United Kingdom ready to quit European Union on 'Australia terms'

  • United Kingdom ready to quit European Union on 'Australia terms'

United Kingdom ready to quit European Union on 'Australia terms'

Teams led by the Prime Minister's Europe adviser, David Frost, and the EU's Michel Barnier held talks in Brussels for the first time since the coronavirus crisis forced them to be held remotely.

The meetings will alternate weekly between Brussels and London throughout July and at the end of August, with London hoping for a deal as soon as possible.

David Frost, who is Johnson's top official for European affairs and is also taking up the role of national security adviser, led the United Kingdom delegation on Monday into the headquarters of the EU's executive arm, the European Commission, at the start of a week of negotiations. Both sides have said video talks were not the best format.

British Prime Minister Boris Johnson has said a deal can be done in July, but the European Union remains consumed by the coronavirus recovery fund and the next seven-year budget.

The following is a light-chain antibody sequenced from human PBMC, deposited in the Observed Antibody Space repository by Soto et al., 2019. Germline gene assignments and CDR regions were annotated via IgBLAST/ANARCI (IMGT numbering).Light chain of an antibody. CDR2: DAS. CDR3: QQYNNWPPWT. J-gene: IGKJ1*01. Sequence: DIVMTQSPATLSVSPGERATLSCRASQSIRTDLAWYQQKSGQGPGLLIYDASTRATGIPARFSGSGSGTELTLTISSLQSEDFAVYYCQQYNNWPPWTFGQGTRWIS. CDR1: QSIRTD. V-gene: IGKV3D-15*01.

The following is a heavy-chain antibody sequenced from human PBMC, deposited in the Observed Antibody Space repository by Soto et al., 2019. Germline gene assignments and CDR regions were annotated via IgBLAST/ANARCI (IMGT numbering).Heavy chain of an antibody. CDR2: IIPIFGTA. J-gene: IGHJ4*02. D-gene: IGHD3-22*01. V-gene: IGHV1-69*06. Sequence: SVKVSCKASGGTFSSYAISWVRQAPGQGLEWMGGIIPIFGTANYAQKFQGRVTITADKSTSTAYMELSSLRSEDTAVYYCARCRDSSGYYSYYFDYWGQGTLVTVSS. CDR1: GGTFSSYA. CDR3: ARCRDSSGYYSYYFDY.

This week also marks the beginning of five weeks of "intensified" talks.

That is likely to mean that Frost will hold both positions for at least a short period of time.

He said the European Union remains "calm and united in its principles and values".

They remain the level playing field, fisheries, police and judicial cooperation, and how disputes will be resolved in the future.

"Since the last round of negotiations, a high-level meeting took place between prime minister Johnson and the presidents of the European Commission, Council and Parliament, where the two sides agreed in their statement that "new momentum was required" in the discussions", Jim Reid, a strategist at Deutsche Bank, wrote in a note to clients on Monday.

At the weekend, Chancellor Angela Merkel warned Johnson's government that it would "live with the consequences, of course, that is to say with a less closely interconnected economy", if it stuck to its "red lines".

Meanwhile, the European Research Group of backbench pro-Brexit Conservative lawmakers sent its own missive to Barnier on Monday "to encourage the development of a sense of urgency in the negotiations".